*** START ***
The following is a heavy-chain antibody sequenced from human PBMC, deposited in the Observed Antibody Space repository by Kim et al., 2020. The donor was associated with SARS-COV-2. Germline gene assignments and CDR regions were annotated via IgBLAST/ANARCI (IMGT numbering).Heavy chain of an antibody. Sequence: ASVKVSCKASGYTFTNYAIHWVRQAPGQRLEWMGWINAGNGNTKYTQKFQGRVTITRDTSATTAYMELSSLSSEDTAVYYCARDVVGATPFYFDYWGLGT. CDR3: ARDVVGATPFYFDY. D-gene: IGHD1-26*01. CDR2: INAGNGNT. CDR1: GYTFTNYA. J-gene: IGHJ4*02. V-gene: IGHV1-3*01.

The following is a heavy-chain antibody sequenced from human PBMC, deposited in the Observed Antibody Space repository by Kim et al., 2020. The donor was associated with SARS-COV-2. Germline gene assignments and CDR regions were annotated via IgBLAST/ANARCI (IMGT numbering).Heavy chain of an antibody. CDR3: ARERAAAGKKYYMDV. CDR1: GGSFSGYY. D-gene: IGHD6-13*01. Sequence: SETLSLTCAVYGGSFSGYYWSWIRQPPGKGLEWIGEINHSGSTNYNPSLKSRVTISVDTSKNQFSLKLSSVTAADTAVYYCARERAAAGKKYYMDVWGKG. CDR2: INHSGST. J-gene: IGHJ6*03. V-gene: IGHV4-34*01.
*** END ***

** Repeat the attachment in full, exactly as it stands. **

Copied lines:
The following is a heavy-chain antibody sequenced from human PBMC, deposited in the Observed Antibody Space repository by Kim et al., 2020. The donor was associated with SARS-COV-2. Germline gene assignments and CDR regions were annotated via IgBLAST/ANARCI (IMGT numbering).Heavy chain of an antibody. Sequence: ASVKVSCKASGYTFTNYAIHWVRQAPGQRLEWMGWINAGNGNTKYTQKFQGRVTITRDTSATTAYMELSSLSSEDTAVYYCARDVVGATPFYFDYWGLGT. CDR3: ARDVVGATPFYFDY. D-gene: IGHD1-26*01. CDR2: INAGNGNT. CDR1: GYTFTNYA. J-gene: IGHJ4*02. V-gene: IGHV1-3*01.

The following is a heavy-chain antibody sequenced from human PBMC, deposited in the Observed Antibody Space repository by Kim et al., 2020. The donor was associated with SARS-COV-2. Germline gene assignments and CDR regions were annotated via IgBLAST/ANARCI (IMGT numbering).Heavy chain of an antibody. CDR3: ARERAAAGKKYYMDV. CDR1: GGSFSGYY. D-gene: IGHD6-13*01. Sequence: SETLSLTCAVYGGSFSGYYWSWIRQPPGKGLEWIGEINHSGSTNYNPSLKSRVTISVDTSKNQFSLKLSSVTAADTAVYYCARERAAAGKKYYMDVWGKG. CDR2: INHSGST. J-gene: IGHJ6*03. V-gene: IGHV4-34*01.